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5 Books To Make You Fall In Love With Beirut
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5 Books To Make You Fall In Love With Beirut

Picture of Culture Trip
Updated: 9 August 2016
The passionate city of Beirut in Lebanon, listed among the top 25 cities in the world, holds narratives of love, art, food, and war. Whether you have already traveled to Beirut or are still waiting to see where your own story takes you, here are five books that bring the city to life – five different perspectives that will make you fall in love with Beirut again and again.
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The Broken Wings | Gibran Khalil Gibran

Beirut is first and foremost a city of love, and no one tells a tragic love story quite like Gibran Khalil Gibran. The Broken Wings takes you to a vibrant Beirut at the turn of the 20th century, where the young narrator falls in love with the betrothed daughter of the illustrious Ferris Effendi. Written in the first person, the poetic prose uses everyday Arabic colloquialisms and paints an accurate image of Beirut and the prevalent social issues of the time: encompassing religious and social divides, women’s rights, and the elusiveness of happiness. Despite the fact that it remains unknown whether this story of clandestine love is actually Gibran’s own, his intimate descriptions of Beirut’s neighborhoods, alleys, and smells will take you back in time and make you fall in love with the city as he saw and knew it.

 

Beirut, I Love You | Zena El Khalil

A century after Gibran, Zena El Khalil’s Beirut looks very different – it is a city of hate. In this heartbreakingly honest memoir, El Khalil tries to make sense of a divided Beirut scarred by civil war and under attack by Israeli planes. Her Beirut is a city of contradictions, where machine guns meet mini skirts and bomb shelters meet nightclubs. She makes no effort to disguise the city’s flaws. Instead, El Khalil makes art of its sad history and peace with all the suffering she has endured. Beirut, I Love You is a story of pain, but also of hope for a brave and beautiful city that refuses to sink.

 

Jasmine and Fire: A Bittersweet Year in Beirut | Salma Abdelnour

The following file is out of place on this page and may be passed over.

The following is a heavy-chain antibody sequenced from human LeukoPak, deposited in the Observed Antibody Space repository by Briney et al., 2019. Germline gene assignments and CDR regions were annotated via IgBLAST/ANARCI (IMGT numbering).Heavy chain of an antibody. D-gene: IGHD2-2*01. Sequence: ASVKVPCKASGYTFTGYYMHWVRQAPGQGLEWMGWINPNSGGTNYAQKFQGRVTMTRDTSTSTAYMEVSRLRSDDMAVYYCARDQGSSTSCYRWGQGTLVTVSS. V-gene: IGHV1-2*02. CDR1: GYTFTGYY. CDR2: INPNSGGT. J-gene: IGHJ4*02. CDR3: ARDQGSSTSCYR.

Salma Abdelnour is a food blogger and her view of Beirut is like a shot of licorice aarak –a sweet explosion of flavors, a rush of blood to the head and a deep heat that scalds the back of your throat, taking your breath away. Part travel diary, part food guide, Jasmine and Fire takes you on a walking tour of Beirut from the corner shawarma stand to the restaurant with the best fatteh, as Abdelnour spends a year rediscovering the city she had been forced to leave. Infused with childhood memories and family traditions, this version of Beirut is warm and aromatic like a home cooked meal. Spicy and citrusy, creamy and sweet, it is a smooth read that will make your stomach rumble and your feet itch to walk in Abdelnour’s footsteps and taste Beirut for yourself.

Beirut Noir (Akashic Noir) | Iman Humaydan Younes

No book could possibly describe the different faces of 21st century Beirut better than Beirut Noir. This anthology of short stories by Lebanese writers living in different neighborhoods of Beirut covers the spectrum of the city’s paradoxical moods and colors – urban, rural, glorious, broken, traditional and liberal Beirut. Edited by Iman Humaydan Younes and including stories by Rawi Hage, Muhammad Abi Samra, Leila Eid and others, Beirut Noir forsakes nostalgia and exposes the city with crude honesty. This book will not sugar coat Beirut, but will show you the city in all its vulnerability and let you fall in love with it as it truly is.

 

Beirut Nocturne | Giulio Rimondi

In this final entry, Beirut is a city of art and beauty that sparkles to life every night. In this mélange of black and white images and melancholic lines of poetry, Italian photographer Giulio Rimondi and Lebanese writer Christian Ghazi take you on an intimate nocturnal tour of Beirut, showcasing the city as it dines, dances, flirts, serenades and sleeps. Solitary and personal, Beirut Nocturne is the coffee table book to flip through for a little daydream on a rainy afternoon. Rimondi’s Beirut is simply, elegantly magical.

 

By Yara Zgheib